Thursday, November 30, 2006
During her short life, 3-year-old Ottawa resident Chloe Robinson developed a love for knock-knock jokes. She told them to anyone who would listen: doctors, nurses, family members. Her favorite:
Don’t cry, it’s just a joke.
“We joked that she knew every knock-knock joke that you could ever know,” said her mother, Chrissy. “She was very smart for being locked up in the hospital room.”
Chloe died earlier this month at Children’s Mercy Hospital in Kansas City, Mo., after a lifelong battle with severe combined immunodeficiency, or SCID. This weekend, the Ottawa elementary school where Chloe’s father works is holding a silent auction fundraiser to help the family defray its medical costs, which haven’t yet been tallied.
“Anyone that’s seen pictures of Chloe or heard about her struggle … you couldn’t help but fall in love with her,” said Tori Wilson, a technology aide at Garfield Elementary School in Ottawa. “That same spirit is alive in Josh and Chrissy too … They’re part of us.”’
The auction will be from 9 a.m. to 4 p.m. Saturday at the elementary school. Items donated include autographed Kansas City Chiefs memorabilia and Kansas University men’s basketball tickets from coach Bill Self’s personal allotment, Wilson said.
If there’s any money left over from paying bills, the family plans to use it to help start a foundation in their daughter’s memory that will help other families in a similar situation.
“Rather than continue to ask why, we’re starting to decide what we can do to make sure that, even though she died early, her life was still meaningful,” said her father, Josh, a first-grade teacher.
Chloe was born in August 2003 in Lawrence. From birth, she had chronic gastrointestinal problems that were later attributed to her immune system.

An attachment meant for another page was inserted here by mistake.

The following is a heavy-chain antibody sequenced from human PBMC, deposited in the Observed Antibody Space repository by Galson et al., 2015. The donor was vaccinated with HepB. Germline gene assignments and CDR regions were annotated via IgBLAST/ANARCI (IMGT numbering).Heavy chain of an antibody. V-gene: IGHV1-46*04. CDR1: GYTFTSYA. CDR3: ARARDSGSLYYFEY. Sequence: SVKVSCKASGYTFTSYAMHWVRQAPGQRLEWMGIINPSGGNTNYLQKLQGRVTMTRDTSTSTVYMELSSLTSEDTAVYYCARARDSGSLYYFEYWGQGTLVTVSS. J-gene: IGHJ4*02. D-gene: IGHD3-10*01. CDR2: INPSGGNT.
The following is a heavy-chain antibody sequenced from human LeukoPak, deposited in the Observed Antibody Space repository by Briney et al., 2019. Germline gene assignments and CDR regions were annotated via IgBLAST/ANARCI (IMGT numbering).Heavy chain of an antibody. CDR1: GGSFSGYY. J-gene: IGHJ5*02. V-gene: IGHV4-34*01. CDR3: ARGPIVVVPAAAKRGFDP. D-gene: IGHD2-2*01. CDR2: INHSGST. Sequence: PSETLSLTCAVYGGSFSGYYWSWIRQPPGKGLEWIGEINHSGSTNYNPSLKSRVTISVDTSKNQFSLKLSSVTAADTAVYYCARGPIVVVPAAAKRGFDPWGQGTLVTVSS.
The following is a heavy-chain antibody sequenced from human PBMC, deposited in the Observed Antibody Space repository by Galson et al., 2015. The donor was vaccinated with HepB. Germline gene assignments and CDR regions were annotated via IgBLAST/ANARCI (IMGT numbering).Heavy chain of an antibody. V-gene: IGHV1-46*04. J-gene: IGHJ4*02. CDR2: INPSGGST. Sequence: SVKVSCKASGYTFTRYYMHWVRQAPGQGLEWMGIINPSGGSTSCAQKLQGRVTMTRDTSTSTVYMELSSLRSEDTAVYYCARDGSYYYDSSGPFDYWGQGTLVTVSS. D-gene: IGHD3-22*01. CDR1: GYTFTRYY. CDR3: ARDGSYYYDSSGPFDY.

She spent only a few weeks of her life in Ottawa. The rest of her time was spent under medical care in Kansas City, Nebraska, Boston, North Carolina and finally in Cincinnati, where she received a bone-marrow transplant early this year aimed at replacing T-cells in her body.
“On her transplant day, we threw a big tea party,” Josh Robinson said. “Since then, tea parties were her favorite thing to do.”
She had a way of making adults laugh, her parents said. They said that once, when she went into surgery, a hospital employee came out laughing because Chloe had been telling knock-knock jokes up until the point that she went under anesthesia.
After her bone-marrow transplant, her immune system improved. But in August of this year, her liver began to fail.
For the last weeks of her life, she left the hospital where she’d been staying in Cincinnati and returned to Children’s Mercy in Kansas City.
“We were basically sent back to Children’s Mercy with the understanding that her liver was going into failure, and we wanted her to be closer to home, wanted her to be able to spend time with her family,” Josh Robinson said. “I don’t think she knew necessarily that she was dying, but we got the sense that she knew something wasn’t right.”
Near the end, the decline in her health happened quickly. Even on her last day, when she developed internal bleeding, she had been sitting up in bed, painting, telling jokes and reading books with people, her father said. She died Nov. 11.
“Our greatest fear, knowing that she was dying, was that we were going to have to be the ones to decide to turn something off or stop something. There weren’t any choices. It was that quick,” Josh Robinson said. “She curled up with her mom and went to sleep.”
At her memorial service, the Robinsons had a photo of Chloe with room for visitors to write a knock-knock joke around the edges. They also gave away tea bags with a note that said, “With your next cup of tea, think of Chloe.”
The Robinsons said they’re grateful for the help they’ve received from the community.
“It’s been amazing,” Josh Robinson said.